The effect, says Richard Harris, executive director of Central City Concern (CCC), may result "in the perfect nightmare." CCC is the downtown nonprofit operating many of Portland's mental health, at-risk, and addiction rehabilitation centers in Portland, among them the Hooper Detox Center and the Old Town Clinic. Like other social service providers around the state, they're preparing to cut services, close housing, and lay off staff.
"When you start cutting infrastructure around the community, you're going to see a lot of homeless people [on the street] that were in state institutions," says Harris.
One announced closure is the Taft Hotel, tucked off Burnside on SW 13th. An 80-bed facility mostly serving mentally ill men, the Taft has been running at a deficit since the late '90s. Now losing $400,000 a year, its impending closure is April 1.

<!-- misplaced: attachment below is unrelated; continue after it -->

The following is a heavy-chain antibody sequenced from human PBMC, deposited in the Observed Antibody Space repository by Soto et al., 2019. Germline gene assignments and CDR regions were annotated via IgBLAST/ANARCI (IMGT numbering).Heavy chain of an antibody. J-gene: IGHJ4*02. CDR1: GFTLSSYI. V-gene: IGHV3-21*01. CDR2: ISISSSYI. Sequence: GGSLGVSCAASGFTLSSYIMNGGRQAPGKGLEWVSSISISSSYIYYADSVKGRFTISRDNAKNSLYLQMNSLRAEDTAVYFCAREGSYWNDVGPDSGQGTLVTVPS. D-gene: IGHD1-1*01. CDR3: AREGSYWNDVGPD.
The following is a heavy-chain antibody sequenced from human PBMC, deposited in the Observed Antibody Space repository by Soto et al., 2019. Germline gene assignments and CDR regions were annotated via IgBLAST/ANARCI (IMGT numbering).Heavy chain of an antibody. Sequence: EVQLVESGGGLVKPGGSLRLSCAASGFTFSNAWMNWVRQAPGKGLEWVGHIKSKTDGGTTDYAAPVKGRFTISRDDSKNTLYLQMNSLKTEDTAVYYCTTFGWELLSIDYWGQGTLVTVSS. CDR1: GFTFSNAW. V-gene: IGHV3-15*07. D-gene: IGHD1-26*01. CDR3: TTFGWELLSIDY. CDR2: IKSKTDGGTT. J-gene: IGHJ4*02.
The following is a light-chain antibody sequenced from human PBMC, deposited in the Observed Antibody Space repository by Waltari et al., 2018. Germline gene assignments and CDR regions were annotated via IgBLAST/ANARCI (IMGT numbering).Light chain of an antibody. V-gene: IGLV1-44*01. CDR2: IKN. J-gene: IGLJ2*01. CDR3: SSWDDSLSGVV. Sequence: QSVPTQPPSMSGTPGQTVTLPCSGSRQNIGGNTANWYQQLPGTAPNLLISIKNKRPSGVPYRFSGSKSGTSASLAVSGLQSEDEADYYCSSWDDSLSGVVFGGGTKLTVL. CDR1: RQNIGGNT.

"Quite frankly, I'm pessimistic that anything can keep the Taft open," said Leslie Ford, executive director of Cascadia Behavioral Health Care. In addition to losing much of their public funding, Ford says that Taft residents will suffer from cuts to their Oregon Health Plan benefits. As outlined by state legislature, beginning March 1, over 124,000 Oregonians will lose their access to counseling, medication, and chemical dependency services.
Voters have the chance to restore some of the cuts by passing a temporary income tax hike in January (Measure 28), raising the typical Oregonian's rates by $69 a year. But the lost benefits from the Oregon Health Plan is a separate budget cut and will remain etched in stone regardless of the vote in January. "Measure 28 is just a Band-aid," says Harris. "Once you terminate facilities, you don't get them back."